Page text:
In 1959 Nikon´s first single lens reflex camera – Nikon F – was introduced: a real workhorse like its successors Nikon F2, F3, F4, F5 and Nikon F6. In 1986 the first auto focus SLR (F501/N2020) for amateurs and in 1988 the professional AF-camera – Nikon F4 – was introduced. For amateur photographers the (unsuccessful) Nikkorex, the very tough Nikkormat-series, compact FM/FE-series and a whole range of AF-, APS-, compact, underwater, movie and video cameras – with varying success – were marketed. In 1997 the first Coolpix(digital compact camera) was introduced, followed by Nikon´s first professional digital SLR camera, the Nikon D1 in 1999. After the German camera industry had to bow its head in the early 1970´s for the constantly improving Japanese optical industry, the (late 1980´s) re-named company – Nikon Corporation – became the world´s second most wanted camera and lens manufacturer. To date Nikon, together with its rival Canon, is still one of the leading optical companies in the world. It produces cameras, lenses, binoculars, steppers, sports optics, measuring instruments and almost everything else fitted with an optical lens. Nikon Corporation is – since its foundation – division/member of the Mitsubishi Keiretsu, one of the world´s largest industrial groups. It has production facilities in (among others) Japan, China, Thailand, Indonesia, Vietnam and Philippines and official representations in all major countries all over the world.


Despite its presence in all continents and the 2004 announced Consumer Relations Management, Nikon’s head quarters in Tokyo remain almost – due to the inscrutable Japanese communication culture – inaccessible for most foreigners.

Apart from photographic equipment Nikon Corporation is one of the world’s leading producers of so-called steppers. (As to December 2011, No. 1 is ASML (Netherlands), No. 2 is Nikon, No. 3 is Canon). In 1980 Nikon Corporation introduced the world’s first production-worthy step-and-repeat photolithography tool for semiconductor fabrication. With a stepper it is possible to reduce integrated circuits down to microscopic sizes via a complex process called photolithography, enabling to manufacture chips for computer processors, memory sticks, etc.

Quality control……..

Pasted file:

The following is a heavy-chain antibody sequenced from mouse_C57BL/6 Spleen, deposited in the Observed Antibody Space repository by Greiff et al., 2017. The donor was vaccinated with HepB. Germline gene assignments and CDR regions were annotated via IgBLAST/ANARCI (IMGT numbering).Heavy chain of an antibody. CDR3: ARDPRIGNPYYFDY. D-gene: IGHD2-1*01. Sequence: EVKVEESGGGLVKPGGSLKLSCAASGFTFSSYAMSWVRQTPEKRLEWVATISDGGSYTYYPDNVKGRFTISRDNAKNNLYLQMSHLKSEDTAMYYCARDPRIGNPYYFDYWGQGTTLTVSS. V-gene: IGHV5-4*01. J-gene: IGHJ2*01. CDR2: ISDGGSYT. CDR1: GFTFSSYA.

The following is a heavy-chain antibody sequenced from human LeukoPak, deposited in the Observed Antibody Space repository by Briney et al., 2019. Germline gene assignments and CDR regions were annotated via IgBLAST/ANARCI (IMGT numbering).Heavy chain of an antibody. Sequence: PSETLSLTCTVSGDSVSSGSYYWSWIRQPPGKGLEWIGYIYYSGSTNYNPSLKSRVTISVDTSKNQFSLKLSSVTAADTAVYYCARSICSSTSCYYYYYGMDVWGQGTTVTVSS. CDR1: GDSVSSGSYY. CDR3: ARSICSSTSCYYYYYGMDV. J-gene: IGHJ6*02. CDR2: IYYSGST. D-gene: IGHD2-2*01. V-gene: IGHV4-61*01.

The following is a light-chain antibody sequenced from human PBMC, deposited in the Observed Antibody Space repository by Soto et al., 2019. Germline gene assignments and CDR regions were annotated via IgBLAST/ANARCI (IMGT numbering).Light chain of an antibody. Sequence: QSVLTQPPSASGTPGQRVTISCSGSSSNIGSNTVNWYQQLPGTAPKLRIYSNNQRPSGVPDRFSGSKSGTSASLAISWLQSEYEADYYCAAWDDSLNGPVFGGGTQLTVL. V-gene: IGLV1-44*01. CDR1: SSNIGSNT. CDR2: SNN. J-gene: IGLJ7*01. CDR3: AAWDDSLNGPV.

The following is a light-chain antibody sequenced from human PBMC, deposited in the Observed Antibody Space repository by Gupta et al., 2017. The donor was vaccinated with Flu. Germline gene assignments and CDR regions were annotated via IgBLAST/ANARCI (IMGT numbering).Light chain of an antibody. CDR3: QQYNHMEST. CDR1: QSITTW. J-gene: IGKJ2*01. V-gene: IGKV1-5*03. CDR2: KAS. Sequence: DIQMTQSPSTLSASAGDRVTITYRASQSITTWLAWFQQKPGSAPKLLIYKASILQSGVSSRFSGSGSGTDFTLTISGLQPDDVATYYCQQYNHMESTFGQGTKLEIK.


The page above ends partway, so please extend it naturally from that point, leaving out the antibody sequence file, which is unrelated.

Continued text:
Manufacturing with clockwork precision and with minimal tolerance, based on intelligent engineering and artistic design, may be a prerequisite to produce high-end cameras and lenses, but quality control always remains an important factor in a production process. Nikon Corporation has a reputation of employing inexorable inspectors who are testing each product tenaciously. In addition to that Japan has – since 1954 – created an institute which is unique in its kind:


Japan (Nippon) Camera and optical instruments Inspection and testing Institute, famous for its golden JCII sticker (see above) on many cameras, lenses and other photographic gear. It was formed to inspect all cameras exported from Japan in order to maintain quality standards. It is said that when of one production run of 300 cameras 5 or more cameras did not meet the minimum requirements of the JCII the whole party was sent back to the manufacturer! In 1969 JCII was re-named Japan Camera Industry Institute and started to preserve ‘Historical Japanese Cameras’. A very interesting collection of these historic cameras and many proto-types are shown in the JCII museum in downtown Tokyo, open to the public since 1989. The museum has also a ‘Photo Salon’ and a large library.


The Japanese archipelago is located in an area where several continental and oceanic plates meet. This is the cause of frequent earthquakes and the presence of many volcanoes and hot springs across Japan. If earthquakes occur below or close to the ocean, they may trigger tidal waves (tsunami). Nearly every month an area in or around Japan is hit by an earthquake. Some earthquakes were devastating, hitting also Nippon Kogaku alias Nikon Corporation. The Great Kanto earthquake in September 1923 with a death toll of over 100,000 destroyed a large part of the premises of Nippon Kogaku. Also the Hanshin earthquake hitting Kobe in January 1995 caused a lot of damage. The Great East Japan Earthquake – as the Thohoku earthquake of March 2011 is called by Nikon Corporation – that mainly hit the Sendai region with a death toll of over 24,000, was devastating for Japan’s industry and infra-structure, too. By the end of March 2011 Nikon Corporation reinstated all its factories, running to a total damage of 2,313 million Yen. Not all production facilities were fully operational, and some supply companies were not able to operate at full power.

If that wasn’t enough, Nikon Corporation (and others unfortunately) was hit by the devastating flooding in Thailand mid 2011. Operations (stopped per October 6) resumed from January 2012.

Many books have been written on Nikon Corporation and its products. An interesting list of books and publications can be found on the web site of the Dutch Nikon publicist Hans Braakhuis).

An interesting book has been written by the Dutch journalist and professor Karel van Wolferen, titled ‘The Enigma of Japanese Power’ in 1989. (ISBN 90-6766100-7), which has been translated into twelve languages and is generally considered to provide the most elaborate intellectual support of what has been called the “revisionist” view of Japan. His analysis is well-known and appreciated among the most prominent reformist politicians of Japan. He has gained a large Japanese readership with some sixteen books (with a total of well over one million copies sold), on political, economical and historical issues relating to Japan as well as on problems of political change and global compatibility among economic systems.